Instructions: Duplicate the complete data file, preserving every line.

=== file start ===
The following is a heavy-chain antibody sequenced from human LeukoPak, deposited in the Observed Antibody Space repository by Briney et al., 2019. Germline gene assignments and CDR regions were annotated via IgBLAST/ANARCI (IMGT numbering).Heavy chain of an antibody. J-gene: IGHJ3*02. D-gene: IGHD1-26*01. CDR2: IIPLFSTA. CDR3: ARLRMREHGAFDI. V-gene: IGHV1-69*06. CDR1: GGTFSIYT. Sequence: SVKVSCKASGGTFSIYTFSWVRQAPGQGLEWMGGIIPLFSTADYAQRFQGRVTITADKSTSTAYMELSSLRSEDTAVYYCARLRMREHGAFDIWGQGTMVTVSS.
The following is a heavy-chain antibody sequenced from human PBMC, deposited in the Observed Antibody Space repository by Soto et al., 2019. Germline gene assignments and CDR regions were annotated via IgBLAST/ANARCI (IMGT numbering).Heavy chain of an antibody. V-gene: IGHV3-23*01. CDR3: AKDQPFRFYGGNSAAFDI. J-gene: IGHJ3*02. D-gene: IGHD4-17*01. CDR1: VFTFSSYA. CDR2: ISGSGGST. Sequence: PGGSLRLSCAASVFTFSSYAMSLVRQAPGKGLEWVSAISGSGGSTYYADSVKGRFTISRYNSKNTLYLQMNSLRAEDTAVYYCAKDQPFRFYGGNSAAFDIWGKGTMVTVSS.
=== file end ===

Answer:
The following is a heavy-chain antibody sequenced from human LeukoPak, deposited in the Observed Antibody Space repository by Briney et al., 2019. Germline gene assignments and CDR regions were annotated via IgBLAST/ANARCI (IMGT numbering).Heavy chain of an antibody. J-gene: IGHJ3*02. D-gene: IGHD1-26*01. CDR2: IIPLFSTA. CDR3: ARLRMREHGAFDI. V-gene: IGHV1-69*06. CDR1: GGTFSIYT. Sequence: SVKVSCKASGGTFSIYTFSWVRQAPGQGLEWMGGIIPLFSTADYAQRFQGRVTITADKSTSTAYMELSSLRSEDTAVYYCARLRMREHGAFDIWGQGTMVTVSS.
The following is a heavy-chain antibody sequenced from human PBMC, deposited in the Observed Antibody Space repository by Soto et al., 2019. Germline gene assignments and CDR regions were annotated via IgBLAST/ANARCI (IMGT numbering).Heavy chain of an antibody. V-gene: IGHV3-23*01. CDR3: AKDQPFRFYGGNSAAFDI. J-gene: IGHJ3*02. D-gene: IGHD4-17*01. CDR1: VFTFSSYA. CDR2: ISGSGGST. Sequence: PGGSLRLSCAASVFTFSSYAMSLVRQAPGKGLEWVSAISGSGGSTYYADSVKGRFTISRYNSKNTLYLQMNSLRAEDTAVYYCAKDQPFRFYGGNSAAFDIWGKGTMVTVSS.